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Latest Harvard School of Engineering and Applied Sciences Stories

Rubber Band Distortions Lead To Discovery Of A New Shape
2014-04-24 12:33:38

[ Watch the Video: Rubber Bands Help Scientists Discover New Shape ] Brett Smith for redOrbit.com - Your Universe Online In a new report published in the open-access journal PLOS ONE, a team of Harvard University engineers have described the factors behind the creation of a hemihelix, a distorted version of a regular helix, from elastic rubber bands. The Harvard team said these newly-described factors could inform the creation of new geometric shapes at the molecular level. "Once...

2013-09-25 11:04:21

Comparing species, researchers at Harvard SEAS and Harvard Medical School investigate a process they dub “villification” “You are not just a ball of cells,” says Clifford Tabin, George Jacob and Jacqueline Hazel Leder Professor of Genetics at Harvard Medical School (HMS). The way cells organize within the human body allows us all to function the way we do, but a couple of Harvard professors are concerned as much with that developmental process as with the end result. Tabin...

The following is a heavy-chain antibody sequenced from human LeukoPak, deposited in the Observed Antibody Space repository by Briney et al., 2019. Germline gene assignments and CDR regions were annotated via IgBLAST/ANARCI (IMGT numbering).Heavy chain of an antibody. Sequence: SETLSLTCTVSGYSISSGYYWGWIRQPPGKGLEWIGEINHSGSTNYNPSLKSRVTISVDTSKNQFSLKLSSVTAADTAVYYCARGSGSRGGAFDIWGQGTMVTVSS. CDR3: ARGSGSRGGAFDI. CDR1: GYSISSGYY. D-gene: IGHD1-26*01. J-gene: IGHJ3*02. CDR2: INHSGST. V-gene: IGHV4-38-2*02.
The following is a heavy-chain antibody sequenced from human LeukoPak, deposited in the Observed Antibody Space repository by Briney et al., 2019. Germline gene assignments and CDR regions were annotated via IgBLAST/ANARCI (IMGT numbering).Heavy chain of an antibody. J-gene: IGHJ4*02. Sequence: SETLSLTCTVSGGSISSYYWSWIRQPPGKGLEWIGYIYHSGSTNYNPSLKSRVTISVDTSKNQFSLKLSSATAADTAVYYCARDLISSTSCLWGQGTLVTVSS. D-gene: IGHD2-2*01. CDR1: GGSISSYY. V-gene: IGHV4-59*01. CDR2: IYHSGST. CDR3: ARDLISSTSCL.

Wildfires Could Become More Frequent Due To Changing Climate
2013-08-29 08:15:05

April Flowers for redOrbit.com - Your Universe Online The Western US, where firefighters are currently battling dozens of fires in at least 11 states, has received bad news from a new study led by environmental scientists at the Harvard School of Engineering and Applied Sciences (SEAS). The study, published online and in an upcoming print issue of Atmospheric Environment, suggests wildfire seasons by 2050 will be about three weeks longer, up to twice as smoky, and will burn a wider area...

Advancing Artificial Vision, 3D Displays And Video Editing
2013-07-23 13:55:58

Harvard School of Engineering and Applied Sciences New research in computer graphics, presented at SIGGRAPH, will advance artificial vision, 3D displays, and video editing Computer graphics and digital video lag behind reality; despite advances, the best software and video cameras still cannot seem to get computer-generated images and digital film to look exactly the way our eyes expect them to. But Hanspeter Pfister and Todd Zickler, computer science faculty at the Harvard School of...

Tiny Robotic Insects Take Flight
2013-05-03 09:06:20

[ Watch the Video: Controlled Flight Of A Biologically Inspired Robot ] Brett Smith for redOrbit.com - Your Universe Online Last summer, in the early hours of the morning, Harvard engineer“¯Pakpong Chirarattananon looked on as a tiny metallic insect jumped, hovered and then sped through the air along a preset route. The Harvard graduate student had just witnessed the first flight of an insect-sized robot and the result of more than a decade's worth of work. "I was...

Harvard Engineers Design TakkTile Sensors For Robots
2013-04-18 18:27:32